Children under Siege: Pre-adolescence, PTSD, and Violent Conditions
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The paper analyzes the evolution of the diagnostic criteria for posttraumatic stress disorder (PTSD) since its introduction in 1980 by reviewing its developmental consequences for pre-adolescent children. Although the recently published DSM-5 offers a more developmentally conscientious approach to children's responses following traumatic exposure, it needs more structural consistency that better reflects current research on pre-adolescent capacities to manage stress and child-specific expressions of distress. (1) The DSM-r presents preschool PTSD as the only developmental subtype of the disorder despite the fact that childhood development also differentiates traumatic expressions in older children from adolescents and adults. (2) Many of the PTSD epidemiological data that have been reanalyzed under the most recent typology only refer to adolescent and adult samples although many researchers have demonstrated that developmental alterations to DSM-IV and DSM-IV-TR criteria produce significantly higher prevalence rates in children.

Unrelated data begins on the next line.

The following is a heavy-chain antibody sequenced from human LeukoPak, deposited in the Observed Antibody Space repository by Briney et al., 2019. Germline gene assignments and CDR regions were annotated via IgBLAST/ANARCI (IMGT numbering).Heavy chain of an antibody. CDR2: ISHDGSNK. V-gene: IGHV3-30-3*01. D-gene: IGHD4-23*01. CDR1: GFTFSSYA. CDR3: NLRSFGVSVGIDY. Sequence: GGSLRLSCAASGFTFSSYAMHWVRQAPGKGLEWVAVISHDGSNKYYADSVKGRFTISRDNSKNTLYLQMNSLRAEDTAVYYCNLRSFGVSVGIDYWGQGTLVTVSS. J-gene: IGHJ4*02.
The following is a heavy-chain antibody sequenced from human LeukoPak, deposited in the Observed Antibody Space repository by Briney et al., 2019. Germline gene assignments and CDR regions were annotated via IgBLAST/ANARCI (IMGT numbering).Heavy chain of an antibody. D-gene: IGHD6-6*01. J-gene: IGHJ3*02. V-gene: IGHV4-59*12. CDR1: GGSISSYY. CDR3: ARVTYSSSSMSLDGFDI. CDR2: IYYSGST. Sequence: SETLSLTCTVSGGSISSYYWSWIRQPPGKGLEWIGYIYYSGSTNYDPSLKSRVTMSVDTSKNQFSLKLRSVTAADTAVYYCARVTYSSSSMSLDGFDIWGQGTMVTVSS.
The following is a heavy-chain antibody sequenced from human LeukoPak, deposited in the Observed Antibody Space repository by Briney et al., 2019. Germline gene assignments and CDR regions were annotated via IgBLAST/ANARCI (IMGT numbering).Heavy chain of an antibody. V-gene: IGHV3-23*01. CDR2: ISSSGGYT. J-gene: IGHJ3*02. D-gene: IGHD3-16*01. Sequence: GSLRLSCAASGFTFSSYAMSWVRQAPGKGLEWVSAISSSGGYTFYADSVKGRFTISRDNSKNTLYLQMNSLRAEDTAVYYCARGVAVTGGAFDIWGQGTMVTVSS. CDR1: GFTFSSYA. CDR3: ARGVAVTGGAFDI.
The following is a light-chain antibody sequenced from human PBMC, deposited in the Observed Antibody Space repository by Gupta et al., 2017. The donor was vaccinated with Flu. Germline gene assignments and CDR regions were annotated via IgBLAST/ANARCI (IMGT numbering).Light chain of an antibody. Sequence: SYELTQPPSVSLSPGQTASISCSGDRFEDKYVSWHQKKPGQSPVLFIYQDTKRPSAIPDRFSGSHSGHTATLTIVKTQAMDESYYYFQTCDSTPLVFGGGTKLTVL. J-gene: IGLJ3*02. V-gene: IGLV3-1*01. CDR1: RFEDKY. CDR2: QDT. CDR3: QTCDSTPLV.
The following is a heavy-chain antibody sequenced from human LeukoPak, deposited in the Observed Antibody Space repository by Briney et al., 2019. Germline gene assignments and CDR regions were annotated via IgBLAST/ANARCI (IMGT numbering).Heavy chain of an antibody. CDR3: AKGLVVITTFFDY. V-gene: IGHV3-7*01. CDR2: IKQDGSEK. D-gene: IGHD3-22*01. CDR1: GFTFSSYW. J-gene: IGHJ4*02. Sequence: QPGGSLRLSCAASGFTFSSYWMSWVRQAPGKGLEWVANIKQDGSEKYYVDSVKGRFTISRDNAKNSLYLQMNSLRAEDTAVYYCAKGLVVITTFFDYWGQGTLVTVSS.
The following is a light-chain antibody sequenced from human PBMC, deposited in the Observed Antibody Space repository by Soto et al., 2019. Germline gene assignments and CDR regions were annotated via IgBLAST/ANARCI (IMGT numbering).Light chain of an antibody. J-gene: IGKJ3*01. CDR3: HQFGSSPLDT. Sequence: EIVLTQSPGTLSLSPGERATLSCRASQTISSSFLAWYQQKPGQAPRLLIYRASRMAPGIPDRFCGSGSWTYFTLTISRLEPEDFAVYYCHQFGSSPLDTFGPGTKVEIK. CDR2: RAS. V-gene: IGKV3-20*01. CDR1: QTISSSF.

DepartmentPsychology and Neuroscience
CitationPits, Elisabeth (2014). Children under Siege: Pre-adolescence, PTSD, and Violent Conditions. Honors thesis, Duke University. Retrieved from https://hdl.handle.net/10161/8317.
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Rights for Collection: Undergraduate Honors Theses and Student papers